An excellent choice for the baker and sweets lover, Honey and Jam serves up 75 cakes and cupcakes influenced by America’s Appalachian region. While the first 50 or so pages rehash baking basics—how to butter cake pans, fold ingredients, check for doneness, etc.—and what’s-in-season-when, the rest of Queen’s cookbook delivers an agreeable array of creative and toothsome recipes arranged according to season. Some high points are Apple Cider Doughnut Cake, Cranberry Ginger Cheesecake and Strawberry Layer Cake with Strawberry-Basil Buttercream. A tasty little book for any baker and cook.

Root to Leaf by Steven Satterfield (Harper Wave, 2015)
A produce-focused rather than strict vegetarian cookbook, Satterfield’s beautiful Root to Leaf inspires readers to cook and eat all their veggies and fruit, roots, stems and leaves included. The Atlanta-based chef arranges his 175 recipes according to season. Imbued with Southern flavors and charm, they include such memorable yet almost effortless dishes as cold brine-pickled blackberries, sweet potato buckwheat pancakes, orange and brandy mashed parsnips and blood orange ambrosia rice pudding. Well-written and informed, Root to Leaf will motivate even the most finicky to cook and consume a wide variety of healthful produce.

The River Cottage Booze Handbook by John Wright (Ten Speed Press, 2013)
Part of the River Cottage series, The River Cottage Booze Handbook teaches readers how to craft their own liquor, including wine, beer, cider and infused spirits. Using simple, seasonal ingredients, Wright takes readers step-by-step through such classics as rice wine and India pale ale and such modern creations as ginger wine, puffed wheat beer and smoked sloe gin. Wright’s light, approachable tone, wealth of knowledge, detailed steps and thorough explanations of what could go wrong will appeal to ardent home brewers as well as the more casual DIY’er.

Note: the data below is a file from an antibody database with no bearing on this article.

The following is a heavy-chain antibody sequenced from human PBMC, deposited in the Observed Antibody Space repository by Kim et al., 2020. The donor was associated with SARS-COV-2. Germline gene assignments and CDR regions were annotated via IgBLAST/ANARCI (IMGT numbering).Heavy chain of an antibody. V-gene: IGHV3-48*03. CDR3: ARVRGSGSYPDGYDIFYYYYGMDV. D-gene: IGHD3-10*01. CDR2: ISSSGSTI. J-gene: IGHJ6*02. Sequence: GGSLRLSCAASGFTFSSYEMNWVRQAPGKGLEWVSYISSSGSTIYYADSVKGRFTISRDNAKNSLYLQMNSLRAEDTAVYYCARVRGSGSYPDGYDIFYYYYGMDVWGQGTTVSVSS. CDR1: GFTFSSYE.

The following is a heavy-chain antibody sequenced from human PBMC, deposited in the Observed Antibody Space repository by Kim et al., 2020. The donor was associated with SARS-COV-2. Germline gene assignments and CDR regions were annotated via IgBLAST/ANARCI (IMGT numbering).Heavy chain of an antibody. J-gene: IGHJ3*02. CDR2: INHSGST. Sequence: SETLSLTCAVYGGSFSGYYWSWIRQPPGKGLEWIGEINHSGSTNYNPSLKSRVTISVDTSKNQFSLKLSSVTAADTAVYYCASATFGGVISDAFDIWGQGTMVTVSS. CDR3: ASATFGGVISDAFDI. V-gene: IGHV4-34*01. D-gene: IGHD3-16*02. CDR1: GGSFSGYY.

Start Your Own Microbrewery, Distillery, or Cidery (Entrepreneur Media, 2015)
For the record you’ll find my name listed among the contributors to this how-to manual. Featuring 30 over craft producer profiles, it’s a useful resource for anyone dreaming of starting a craft brewery, distillery or cidery.

Crabbing for Blue Crabs

November 13th, 2015 § 2 comments § permalink

blue crab

Too small to keep, this little blue crab went back into the water.

The first time I went crabbing, I remember feeling underwhelmed. Where was the excitement, the blood rush, the fight-to-the-death with my quarry? Not where I was, that was for sure. I just tied a piece of raw chicken to the end of a nylon string, dropped it into the water, wiggled it a bit to attract attention and waited for a hungry crab to wander by and take hold. Sometimes the crab would sneak off with the chicken, leaving me to re-bait my string and wait. Sometimes he ended up in my plastic bucket. That was as lively as it got.

crab trap

Trap filled with blue crabs in Sunset Beach, NC

Years later I would come to think of line crabbing as far more thrilling than another method of capture, the crab trap. On a recent trip to North Carolina I experienced trapping in action. After baiting his traps with fish scraps, our friend Frank tossed the red, wire containers off his dock and left them to bob about in the water overnight. He didn’t add bait or jiggle lines. With traps there was only the wait. Although even less exhilarating, it proved far more productive than the old, a-single-crab-at-a-time line technique. One trap nabbed dozens of blue crabs.

Live blue crabs

Spunky blue crabs

If you end up with several dozen live crabs on your hands, you might want to do what Frank and his wife Jane did and throw a crab boil. Granted, unless you’re in a warm climate, you may not get a chance to do this until next spring or summer. Nonetheless …

Serves 4 to 6

4 gallons water
1/4 cup paprika
1/4 cup onion powder
2 tablespoons cayenne pepper
1 tablespoon ground black pepper
1 tablespoon salt
Juice of 2 lemons
4 dozen live blue crabs, placed on ice in the refrigerator until ready to cook

Pour the water, spices and lemon juice into a large stockpot and bring the ingredients to a boil. Allow the liquid to boil for 10 minutes before adding the crabs to the pot. Cover and cook for 5 to 8 minutes. Remove the crabs from the pot, spread them onto a platter or a table lined with paper and dig in.

Boiled crab

Crab and shrimp boil

To eat whole, fresh crabs, twist off the claws and set them aside. Using a paring or crab knife or your fingers, pull off the triangle-shaped apron, gills, and intestines on the bottom of the crab. Throw these away. Holding the top shell at the front, pull it off and discard. With your hands tear the crab in half and then twist off the legs. Crab broken down, you’re ready to start eating.

Take the tip of a paring or crab knife and pick the meat off of the body. Do the same with the legs and claws. To reach the claw meat, you may need to strike the claws with a mallet. This will crack open the shell and expose a solid strip of meat. If the legs are small, you can just squeeze or suck the meat from them.